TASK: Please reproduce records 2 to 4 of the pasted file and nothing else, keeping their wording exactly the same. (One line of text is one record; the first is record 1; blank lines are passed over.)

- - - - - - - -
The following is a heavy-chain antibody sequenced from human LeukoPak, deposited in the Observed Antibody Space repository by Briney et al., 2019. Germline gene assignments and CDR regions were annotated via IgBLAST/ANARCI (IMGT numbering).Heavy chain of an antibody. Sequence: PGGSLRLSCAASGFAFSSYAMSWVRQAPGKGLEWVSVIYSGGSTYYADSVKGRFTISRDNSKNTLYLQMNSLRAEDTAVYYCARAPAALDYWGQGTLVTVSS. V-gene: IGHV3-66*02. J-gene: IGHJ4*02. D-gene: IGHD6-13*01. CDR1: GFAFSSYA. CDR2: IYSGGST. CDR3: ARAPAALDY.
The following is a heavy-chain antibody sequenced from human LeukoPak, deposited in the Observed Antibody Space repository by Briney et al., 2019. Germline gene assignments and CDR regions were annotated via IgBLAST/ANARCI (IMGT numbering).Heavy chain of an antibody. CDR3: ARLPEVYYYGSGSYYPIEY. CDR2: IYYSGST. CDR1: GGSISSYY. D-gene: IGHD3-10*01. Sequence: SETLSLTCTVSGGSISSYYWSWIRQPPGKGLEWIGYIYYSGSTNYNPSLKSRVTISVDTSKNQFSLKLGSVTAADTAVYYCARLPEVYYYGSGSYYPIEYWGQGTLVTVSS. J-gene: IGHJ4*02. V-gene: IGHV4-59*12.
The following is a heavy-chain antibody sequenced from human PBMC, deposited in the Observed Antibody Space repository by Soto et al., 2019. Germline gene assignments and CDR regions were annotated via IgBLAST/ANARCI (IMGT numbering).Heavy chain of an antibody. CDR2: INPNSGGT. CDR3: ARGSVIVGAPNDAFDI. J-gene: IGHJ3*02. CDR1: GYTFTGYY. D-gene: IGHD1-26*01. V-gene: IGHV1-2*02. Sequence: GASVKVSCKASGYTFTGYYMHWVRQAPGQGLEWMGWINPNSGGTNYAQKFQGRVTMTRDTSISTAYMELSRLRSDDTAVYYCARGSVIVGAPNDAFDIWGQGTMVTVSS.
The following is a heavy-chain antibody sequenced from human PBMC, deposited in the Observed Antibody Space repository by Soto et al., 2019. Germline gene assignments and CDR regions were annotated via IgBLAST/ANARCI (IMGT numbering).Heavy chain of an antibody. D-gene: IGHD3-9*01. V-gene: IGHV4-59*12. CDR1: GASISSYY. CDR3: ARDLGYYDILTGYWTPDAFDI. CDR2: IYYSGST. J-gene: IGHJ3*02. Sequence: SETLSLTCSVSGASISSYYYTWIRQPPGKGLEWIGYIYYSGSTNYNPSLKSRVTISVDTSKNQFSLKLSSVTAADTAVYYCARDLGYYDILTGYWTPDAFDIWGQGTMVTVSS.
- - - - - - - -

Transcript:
The following is a heavy-chain antibody sequenced from human LeukoPak, deposited in the Observed Antibody Space repository by Briney et al., 2019. Germline gene assignments and CDR regions were annotated via IgBLAST/ANARCI (IMGT numbering).Heavy chain of an antibody. CDR3: ARLPEVYYYGSGSYYPIEY. CDR2: IYYSGST. CDR1: GGSISSYY. D-gene: IGHD3-10*01. Sequence: SETLSLTCTVSGGSISSYYWSWIRQPPGKGLEWIGYIYYSGSTNYNPSLKSRVTISVDTSKNQFSLKLGSVTAADTAVYYCARLPEVYYYGSGSYYPIEYWGQGTLVTVSS. J-gene: IGHJ4*02. V-gene: IGHV4-59*12.
The following is a heavy-chain antibody sequenced from human PBMC, deposited in the Observed Antibody Space repository by Soto et al., 2019. Germline gene assignments and CDR regions were annotated via IgBLAST/ANARCI (IMGT numbering).Heavy chain of an antibody. CDR2: INPNSGGT. CDR3: ARGSVIVGAPNDAFDI. J-gene: IGHJ3*02. CDR1: GYTFTGYY. D-gene: IGHD1-26*01. V-gene: IGHV1-2*02. Sequence: GASVKVSCKASGYTFTGYYMHWVRQAPGQGLEWMGWINPNSGGTNYAQKFQGRVTMTRDTSISTAYMELSRLRSDDTAVYYCARGSVIVGAPNDAFDIWGQGTMVTVSS.
The following is a heavy-chain antibody sequenced from human PBMC, deposited in the Observed Antibody Space repository by Soto et al., 2019. Germline gene assignments and CDR regions were annotated via IgBLAST/ANARCI (IMGT numbering).Heavy chain of an antibody. D-gene: IGHD3-9*01. V-gene: IGHV4-59*12. CDR1: GASISSYY. CDR3: ARDLGYYDILTGYWTPDAFDI. CDR2: IYYSGST. J-gene: IGHJ3*02. Sequence: SETLSLTCSVSGASISSYYYTWIRQPPGKGLEWIGYIYYSGSTNYNPSLKSRVTISVDTSKNQFSLKLSSVTAADTAVYYCARDLGYYDILTGYWTPDAFDIWGQGTMVTVSS.